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Showing posts from September, 2014

Trade You a Dragon? NASA's Private Crew Capsules Now Collectible Cards

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NASA's newly-drafted picks for its private spacecraft team now have their own rookie cards.

The agency this week debuted "collectible cards" featuring the space capsules it chose on Sept. 16 to fly astronauts to and from the International Space Station.

"We have quick-reference collectible cards with highlights of Boeing's CST-100, SpaceX's Crew Dragonand NASA's Commercial Crew Program that you can print and share with your friends," NASA's website promotes.

The three-card set, which the space agency is offering as free downloadable PDFs, include the "Launch America" art that was revealed during the announcement of $6.8 billion in awards to The Boeing Company and Space Exploration Technologies (SpaceX) to certify their capsules for crewed flights to the space station.

"Our goal is to complete certification of the [commercial] crew transportation systems in 2017," NASA's site reads, "including a test flight to th…

Countdown to Mars: Nasa starts final assembly of huge rockets to test spacecraft it hopes will take man to the red planet

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Three Delta IV boosters collectively generate 1.96 million pounds of thrustOrion capsule will undergo first test flight in DecemberComes as Nasa bosses reveal private contracts for shuttle replacement so they can concentrate on the project Blastoff for the spacecraft which could one day take humans to Mars is set for the final countdown as Nasa begins assembling the giant rockets that will propel it into orbit.

The huge Delta IV Heavy rocket has been put together for the first time at Cape Canaveral Air Force Station in Florida ahead of a first test flight of the Orion capsule in December.

It will blast the experimental capsule in orbit - although the rockets are then expected to be replaced by Nasa's even bigger Space Launch system.



The three primary core elements of the United Launch Alliance (ULA) Delta IV Heavy rocket have now been put together, forming the first stage of the launch vehicle that will send Orion far from Earth to allow NASA to evaluate the spacecraft's …

NASA: Newly studied exo-planet will help the search for alien life

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A recently studied distant planet is helping NASA researchers perfect a method of examining distant atmospheres for signs of life. The reason this planet is so helpful? It's got great weather.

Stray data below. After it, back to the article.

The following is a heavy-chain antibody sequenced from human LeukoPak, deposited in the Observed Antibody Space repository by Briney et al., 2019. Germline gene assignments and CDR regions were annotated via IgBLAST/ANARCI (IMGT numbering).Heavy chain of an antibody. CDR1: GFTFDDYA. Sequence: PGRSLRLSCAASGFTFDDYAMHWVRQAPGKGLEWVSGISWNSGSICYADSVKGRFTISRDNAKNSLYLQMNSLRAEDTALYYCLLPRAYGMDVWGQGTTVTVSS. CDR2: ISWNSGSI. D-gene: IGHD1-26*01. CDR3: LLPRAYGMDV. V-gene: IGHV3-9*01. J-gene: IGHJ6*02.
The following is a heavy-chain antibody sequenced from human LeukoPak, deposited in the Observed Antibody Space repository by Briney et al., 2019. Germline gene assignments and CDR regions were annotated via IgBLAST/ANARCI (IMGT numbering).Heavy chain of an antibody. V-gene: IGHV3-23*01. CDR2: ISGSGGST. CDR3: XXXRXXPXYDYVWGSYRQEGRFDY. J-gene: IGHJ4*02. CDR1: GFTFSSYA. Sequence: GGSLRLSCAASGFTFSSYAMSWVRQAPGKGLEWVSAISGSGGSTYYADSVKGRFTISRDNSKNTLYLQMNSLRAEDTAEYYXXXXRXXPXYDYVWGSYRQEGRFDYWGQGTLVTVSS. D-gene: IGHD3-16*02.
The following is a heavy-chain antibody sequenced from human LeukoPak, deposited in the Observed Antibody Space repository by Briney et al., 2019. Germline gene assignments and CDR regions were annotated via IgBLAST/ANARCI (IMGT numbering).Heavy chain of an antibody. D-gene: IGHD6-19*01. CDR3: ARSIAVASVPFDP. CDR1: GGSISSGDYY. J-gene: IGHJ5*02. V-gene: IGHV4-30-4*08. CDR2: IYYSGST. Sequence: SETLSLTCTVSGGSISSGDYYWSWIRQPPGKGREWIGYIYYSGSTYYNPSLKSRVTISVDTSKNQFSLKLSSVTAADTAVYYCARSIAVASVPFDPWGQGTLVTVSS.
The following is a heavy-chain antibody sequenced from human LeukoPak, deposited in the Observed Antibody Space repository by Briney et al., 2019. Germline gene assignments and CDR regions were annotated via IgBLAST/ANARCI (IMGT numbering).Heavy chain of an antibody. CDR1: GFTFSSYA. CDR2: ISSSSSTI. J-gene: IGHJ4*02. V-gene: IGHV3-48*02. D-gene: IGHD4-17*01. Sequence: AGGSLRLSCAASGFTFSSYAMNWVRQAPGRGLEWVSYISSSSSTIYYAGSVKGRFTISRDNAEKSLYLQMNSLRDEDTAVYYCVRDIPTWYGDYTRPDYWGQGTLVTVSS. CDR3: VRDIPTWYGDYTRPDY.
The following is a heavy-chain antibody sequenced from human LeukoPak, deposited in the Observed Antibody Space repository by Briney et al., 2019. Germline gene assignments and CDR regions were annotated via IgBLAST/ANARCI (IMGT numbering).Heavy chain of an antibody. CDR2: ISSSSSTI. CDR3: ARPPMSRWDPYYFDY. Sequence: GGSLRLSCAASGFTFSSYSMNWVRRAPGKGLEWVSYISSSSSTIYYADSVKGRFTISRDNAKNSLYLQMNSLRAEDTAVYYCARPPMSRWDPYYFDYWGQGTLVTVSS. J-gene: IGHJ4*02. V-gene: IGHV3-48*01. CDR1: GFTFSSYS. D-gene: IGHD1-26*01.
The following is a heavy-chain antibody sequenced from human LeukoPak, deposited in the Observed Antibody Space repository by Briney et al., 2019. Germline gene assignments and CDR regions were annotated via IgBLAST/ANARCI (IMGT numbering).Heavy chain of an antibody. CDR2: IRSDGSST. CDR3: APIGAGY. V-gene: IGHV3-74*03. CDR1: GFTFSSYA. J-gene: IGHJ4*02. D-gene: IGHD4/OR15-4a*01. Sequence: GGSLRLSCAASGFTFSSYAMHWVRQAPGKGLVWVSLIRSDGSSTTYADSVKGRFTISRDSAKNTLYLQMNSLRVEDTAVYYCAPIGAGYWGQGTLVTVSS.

The so-called exo-planet, named HAT-P-11b, "appears to have clear skies," said Heather Knutson, a California Institute of Technology researcher involved in this study.

Clear skies allow an unobstructed view of what's creating a planet's atmosphere, she said. Clouds would block scientists from seeing what's there.

"We had a string of bad luck with the first set of planets that we looked at," she explained.

Those planets were all like San Francisco or Seattle: often cloudy. "So finding one that has clear skies is very exciting," she said.

Only about 1 in 5 planets examined were cloud free.

Using the Hubble telescope, Knutson and her team watched HAT-P-11b while it was backlit by its sun.

They scanned the halo created by the planet's atmosph…

What SpaceX’s New Spaceport Will Look Like

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Less than a week after NASA announced that SpaceX will become one of two private companies to fly astronauts to the International Space Station, the company broke ground on a brand new spaceport of its own on Monday.

The spaceport, known at least for now as the SpaceX Commercial Launch Facility, will be located in Brownsville, Texas near Boca Chica Beach, about three miles from the Mexican border. The site will host launch complex and control center capable of handling a dozen commercial satellite launches per year.

Texas is already home to SpaceX’s rocket test and development center, located in McGregor. SpaceX flights to the space station will continue to launch from Florida, and that goes for the manned missions to the International Space Station expected to begin in 2017.

To clear the way for the new spaceport's construction, Texas passed legislation securing continued public access to Boca Chica Beach. But don’t expect to get an up-close seaside view of Falcon 9 rocket…

Explainer: why is everyone vying for a piece of Mars?

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The red planet is about to welcome a new visitor: India’s Mars Orbiter Mission (MOM) started orbiting Mars on September 24. But MOM is not the only new kid in town. The American MAVEN explorer arrived at the planet on September 21.

This means there are currently six operational spacecrafts orbiting Mars and two rovers on its surface. China, Japan, Russia, the US and Europe have all tried to send missions to Mars before India. What is it about our rocky neighbour that makes it such a focus of interest?